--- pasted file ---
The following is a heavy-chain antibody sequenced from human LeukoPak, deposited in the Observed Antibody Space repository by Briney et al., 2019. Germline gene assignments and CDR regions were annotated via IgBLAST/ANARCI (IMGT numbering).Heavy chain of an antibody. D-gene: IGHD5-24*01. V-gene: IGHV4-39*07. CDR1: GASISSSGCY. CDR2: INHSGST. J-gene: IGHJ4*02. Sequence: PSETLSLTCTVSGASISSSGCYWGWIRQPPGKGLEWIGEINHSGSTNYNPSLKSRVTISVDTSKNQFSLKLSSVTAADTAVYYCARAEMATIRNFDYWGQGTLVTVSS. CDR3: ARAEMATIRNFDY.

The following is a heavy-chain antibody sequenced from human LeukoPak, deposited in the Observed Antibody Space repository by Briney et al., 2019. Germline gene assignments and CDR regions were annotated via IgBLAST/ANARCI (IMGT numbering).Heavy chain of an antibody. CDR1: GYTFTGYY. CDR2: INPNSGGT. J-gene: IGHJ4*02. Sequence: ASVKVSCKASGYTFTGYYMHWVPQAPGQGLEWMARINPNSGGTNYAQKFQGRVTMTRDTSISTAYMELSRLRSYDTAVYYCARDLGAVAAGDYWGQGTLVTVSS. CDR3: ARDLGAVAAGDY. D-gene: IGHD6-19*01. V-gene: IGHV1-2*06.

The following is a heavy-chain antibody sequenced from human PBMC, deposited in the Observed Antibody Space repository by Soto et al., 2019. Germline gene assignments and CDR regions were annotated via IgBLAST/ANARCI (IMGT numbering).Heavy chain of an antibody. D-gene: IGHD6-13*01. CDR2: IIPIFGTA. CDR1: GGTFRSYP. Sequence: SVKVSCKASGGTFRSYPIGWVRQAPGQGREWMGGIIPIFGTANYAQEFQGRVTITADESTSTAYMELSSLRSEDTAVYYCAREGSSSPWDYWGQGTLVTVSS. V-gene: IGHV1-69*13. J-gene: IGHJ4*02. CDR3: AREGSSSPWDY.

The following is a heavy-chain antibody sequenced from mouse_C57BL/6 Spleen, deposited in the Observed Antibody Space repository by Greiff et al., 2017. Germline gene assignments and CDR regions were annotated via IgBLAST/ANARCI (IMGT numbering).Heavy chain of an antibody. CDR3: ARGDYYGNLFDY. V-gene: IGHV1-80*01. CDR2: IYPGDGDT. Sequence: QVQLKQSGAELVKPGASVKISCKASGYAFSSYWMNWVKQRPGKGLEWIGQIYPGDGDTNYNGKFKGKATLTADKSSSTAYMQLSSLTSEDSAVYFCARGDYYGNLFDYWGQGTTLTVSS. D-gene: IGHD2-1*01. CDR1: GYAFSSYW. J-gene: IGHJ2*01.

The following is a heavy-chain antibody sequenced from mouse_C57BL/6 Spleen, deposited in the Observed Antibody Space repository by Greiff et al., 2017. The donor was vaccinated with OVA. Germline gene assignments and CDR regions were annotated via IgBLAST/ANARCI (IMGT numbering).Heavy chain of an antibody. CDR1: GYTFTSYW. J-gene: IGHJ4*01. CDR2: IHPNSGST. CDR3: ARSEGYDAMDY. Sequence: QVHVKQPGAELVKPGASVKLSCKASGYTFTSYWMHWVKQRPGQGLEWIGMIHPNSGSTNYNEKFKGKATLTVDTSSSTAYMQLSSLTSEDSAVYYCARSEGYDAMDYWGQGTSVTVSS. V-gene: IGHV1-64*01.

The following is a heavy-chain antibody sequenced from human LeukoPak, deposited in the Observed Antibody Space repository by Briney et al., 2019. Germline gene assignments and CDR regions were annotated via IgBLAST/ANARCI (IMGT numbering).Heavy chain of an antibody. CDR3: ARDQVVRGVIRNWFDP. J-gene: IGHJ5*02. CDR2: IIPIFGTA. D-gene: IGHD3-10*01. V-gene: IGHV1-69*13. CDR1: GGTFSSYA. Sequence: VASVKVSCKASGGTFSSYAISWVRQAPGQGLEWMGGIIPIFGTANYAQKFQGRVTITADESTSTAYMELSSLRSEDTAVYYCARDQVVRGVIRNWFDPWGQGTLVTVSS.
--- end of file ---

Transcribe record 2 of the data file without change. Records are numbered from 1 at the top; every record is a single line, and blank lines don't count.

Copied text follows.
The following is a heavy-chain antibody sequenced from human LeukoPak, deposited in the Observed Antibody Space repository by Briney et al., 2019. Germline gene assignments and CDR regions were annotated via IgBLAST/ANARCI (IMGT numbering).Heavy chain of an antibody. CDR1: GYTFTGYY. CDR2: INPNSGGT. J-gene: IGHJ4*02. Sequence: ASVKVSCKASGYTFTGYYMHWVPQAPGQGLEWMARINPNSGGTNYAQKFQGRVTMTRDTSISTAYMELSRLRSYDTAVYYCARDLGAVAAGDYWGQGTLVTVSS. CDR3: ARDLGAVAAGDY. D-gene: IGHD6-19*01. V-gene: IGHV1-2*06.